Vinyl tile flooring is applied with adhesives that bond to the wood underlayment. The sheet variety of vinyl is applied by troweled adhesives or by using a perimeter bonding method that adheres the flooring to only the edges and seams. The latter method of installation has its drawbacks because the inside areas “float,” which means that there is a possibility of pet toenails catching on the loose vinyl, causing gouges. Using full-bond vinyl flooring can alleviate this issue.
Another drawback to vinyl is that the flooring can be thin, so the tiles or sheets tend to adopt the characteristics of the subfloor underneath. If the vinyl is installed on a hard surface like concrete, it can hug the concrete closely, preventing animal claws from getting purchase and damaging the outer layer.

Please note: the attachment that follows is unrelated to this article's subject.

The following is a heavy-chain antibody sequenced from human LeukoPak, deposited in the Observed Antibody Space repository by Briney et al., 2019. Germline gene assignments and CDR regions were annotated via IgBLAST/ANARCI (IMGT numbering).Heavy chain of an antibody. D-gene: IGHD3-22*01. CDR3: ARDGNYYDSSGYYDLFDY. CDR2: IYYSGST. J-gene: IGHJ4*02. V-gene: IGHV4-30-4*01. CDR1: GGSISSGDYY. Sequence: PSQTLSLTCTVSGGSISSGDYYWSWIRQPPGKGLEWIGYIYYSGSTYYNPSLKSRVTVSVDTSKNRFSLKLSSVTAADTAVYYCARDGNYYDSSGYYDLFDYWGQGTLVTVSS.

A primary benefit of vinyl flooring, aside from the water and stain-resistant qualities is that vinyl is much cheaper than ceramic tile, although it doesn’t last as long.
You do have the option of choosing luxury vinyl flooring (LVF), which gets installed in semi-rigid planks that go together with click-lock joints. This type of flooring is very attractive, although the cracks between the planks can be a problem if pet urine seeps into them. Some LVF manufacturers offer pet-friendly options that are impervious to pet stains and scratching, even at the corners and sides.
Pet owners appreciate linoleum for its ability to withstand staining and scratches, but also because it’s eco-friendly to boot. The all-natural flooring option is manufactured with a wear layer that repels harmful substance like urine and feces. Linoleum is easy to care for, simple to clean, and can handle the rigors that come with picking up after pets.